I've spent part of the morning reading the comments section on the NCR interview with the lesbian couple whose two daughters were essentially aborted out of their Catholic school. It's funny to me how many excuses and ways the institutional Church has found to abort and abuse live children. I sometimes wonder if the Church hasn't misinterpreted Jesus's statement about 'suffer the little children'. That instead of putting these words in context with the whole message, they've just literalised them to mean make my children suffer. I guess in the long run it's for the good of their souls or their parents souls or the soul of the Church. The reality is, it's all used to protect power and keep people in their assigned place.
Here's a personal story. When my daughter was in Junior High we moved to the Salt Lake area. We were unsure of just what exactly the public school system was like in Utah. We had heard some real horror stories that it was really an LDS parochial school system and that 'children of gentiles' were constantly proselytized for the good of their souls. I did know that there were seminary buildings attached to all schools which were used for the LDS version of CCD. Non LDS students were given the opportunity to attend their own religious classes if they were available, other wise they had a free hour.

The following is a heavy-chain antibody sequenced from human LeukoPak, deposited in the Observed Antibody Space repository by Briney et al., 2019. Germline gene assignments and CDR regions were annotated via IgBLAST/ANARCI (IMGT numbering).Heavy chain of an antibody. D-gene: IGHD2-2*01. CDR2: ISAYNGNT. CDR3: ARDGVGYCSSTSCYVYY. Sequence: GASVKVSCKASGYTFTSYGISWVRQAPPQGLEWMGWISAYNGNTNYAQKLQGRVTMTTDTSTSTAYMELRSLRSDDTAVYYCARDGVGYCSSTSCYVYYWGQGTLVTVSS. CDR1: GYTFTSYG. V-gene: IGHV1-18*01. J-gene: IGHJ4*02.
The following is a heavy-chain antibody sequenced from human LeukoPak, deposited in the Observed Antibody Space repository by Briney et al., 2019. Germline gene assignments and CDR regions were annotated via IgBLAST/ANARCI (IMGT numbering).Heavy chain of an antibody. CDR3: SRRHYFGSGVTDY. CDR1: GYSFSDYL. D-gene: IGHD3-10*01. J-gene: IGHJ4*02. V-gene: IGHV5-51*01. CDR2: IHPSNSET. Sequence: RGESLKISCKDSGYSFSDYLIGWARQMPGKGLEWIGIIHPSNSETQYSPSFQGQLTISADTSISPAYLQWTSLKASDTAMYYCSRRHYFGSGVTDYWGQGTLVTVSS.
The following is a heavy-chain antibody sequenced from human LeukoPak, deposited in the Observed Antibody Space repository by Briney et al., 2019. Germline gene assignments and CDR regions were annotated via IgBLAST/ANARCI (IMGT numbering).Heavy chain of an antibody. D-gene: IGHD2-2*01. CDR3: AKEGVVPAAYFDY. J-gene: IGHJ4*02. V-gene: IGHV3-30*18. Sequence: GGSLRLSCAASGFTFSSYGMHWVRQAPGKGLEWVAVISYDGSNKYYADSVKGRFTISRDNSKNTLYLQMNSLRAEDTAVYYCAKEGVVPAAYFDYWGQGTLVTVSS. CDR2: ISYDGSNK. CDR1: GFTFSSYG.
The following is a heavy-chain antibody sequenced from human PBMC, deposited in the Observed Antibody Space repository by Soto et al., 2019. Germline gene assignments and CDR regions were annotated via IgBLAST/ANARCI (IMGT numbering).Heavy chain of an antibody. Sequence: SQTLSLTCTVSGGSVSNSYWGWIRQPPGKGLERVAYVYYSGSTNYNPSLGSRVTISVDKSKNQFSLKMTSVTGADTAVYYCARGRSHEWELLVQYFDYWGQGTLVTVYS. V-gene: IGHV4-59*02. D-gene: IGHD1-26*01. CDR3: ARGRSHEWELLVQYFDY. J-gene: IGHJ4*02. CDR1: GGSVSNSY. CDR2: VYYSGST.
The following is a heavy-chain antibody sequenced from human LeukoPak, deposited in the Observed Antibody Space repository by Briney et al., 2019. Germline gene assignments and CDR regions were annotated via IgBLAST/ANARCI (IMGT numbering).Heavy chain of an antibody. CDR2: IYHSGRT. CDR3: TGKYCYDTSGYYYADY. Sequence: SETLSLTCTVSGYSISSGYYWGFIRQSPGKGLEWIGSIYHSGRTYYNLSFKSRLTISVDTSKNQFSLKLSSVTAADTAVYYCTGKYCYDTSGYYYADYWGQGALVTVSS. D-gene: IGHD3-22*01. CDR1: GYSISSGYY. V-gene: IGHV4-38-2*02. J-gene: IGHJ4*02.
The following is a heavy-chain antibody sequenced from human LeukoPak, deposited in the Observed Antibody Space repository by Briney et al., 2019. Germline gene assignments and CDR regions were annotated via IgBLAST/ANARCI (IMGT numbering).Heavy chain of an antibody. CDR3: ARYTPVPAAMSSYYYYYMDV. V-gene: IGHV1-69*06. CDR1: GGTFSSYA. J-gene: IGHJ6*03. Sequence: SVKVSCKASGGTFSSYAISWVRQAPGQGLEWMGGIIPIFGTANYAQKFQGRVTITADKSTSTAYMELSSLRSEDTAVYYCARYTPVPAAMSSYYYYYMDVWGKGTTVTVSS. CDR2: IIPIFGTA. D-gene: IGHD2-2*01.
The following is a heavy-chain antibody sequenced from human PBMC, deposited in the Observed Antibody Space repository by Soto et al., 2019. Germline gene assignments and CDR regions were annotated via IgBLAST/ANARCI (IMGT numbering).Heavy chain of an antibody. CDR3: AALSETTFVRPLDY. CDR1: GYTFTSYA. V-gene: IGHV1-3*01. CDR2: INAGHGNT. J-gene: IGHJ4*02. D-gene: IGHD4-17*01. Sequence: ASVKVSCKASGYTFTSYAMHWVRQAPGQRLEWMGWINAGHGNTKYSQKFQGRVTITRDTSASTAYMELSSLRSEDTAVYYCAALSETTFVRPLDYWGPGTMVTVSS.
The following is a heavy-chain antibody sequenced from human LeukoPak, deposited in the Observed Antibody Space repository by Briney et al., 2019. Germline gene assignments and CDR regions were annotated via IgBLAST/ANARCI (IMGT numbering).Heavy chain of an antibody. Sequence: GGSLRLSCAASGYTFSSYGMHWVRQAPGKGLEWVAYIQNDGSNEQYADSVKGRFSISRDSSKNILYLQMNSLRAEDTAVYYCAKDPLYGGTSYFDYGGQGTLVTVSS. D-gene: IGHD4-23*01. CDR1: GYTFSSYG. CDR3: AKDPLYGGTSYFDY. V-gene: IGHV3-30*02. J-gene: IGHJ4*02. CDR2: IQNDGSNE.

My ex husband and I decided to go the Catholic school route for two reasons. Both of us had been educated in the Catholic school system and this would be the first time our daughter would have had to opportunity to attend a Catholic school. The second reason was our concerns about the public school system.
I did have a personal concern though. Our daughter is a Type I diabetic and the Catholic school we enrolled her in did not have a full time nurse nor any special ed program. There was really no professional support for our daughter should she have a severe insulin reaction. So my ex and I brought a diabetic nurse practitioner into the school to instruct the pertinent faculty on diabetic management and to interact with her classmates so they would understand the need for my daughter to eat outside the normal routine. We did this at our expense.
It never dawned on me that rigid adherence to school regulations would preclude appropriate medical intervention. This very Catholic understanding of the importance of regulations and obedience almost cost my daughter her life. She had a severe insulin reaction at the beginning of the school day before the Pledge of Allegiance and morning prayer. She told her teacher she needed to get something to eat as she was starting to feel out it. Her teacher told her that she would just have to wait until after prayers. Jesus came first.
When my daughter fell to the floor, the prayer continued until it was finished, and then she was helped by her classmates who took her to the office where her emergency supplies were kept. She was given about ten minutes to get herself back together and then sent back to class. During that time my daughter called me at work and asked me to come and get her. I immediately went to the school because I couldn't tell from my daughter's conversation what exactly had happened and whether she had gotten hurt when she passed out. I could tell though, that she wasn't quite all there yet.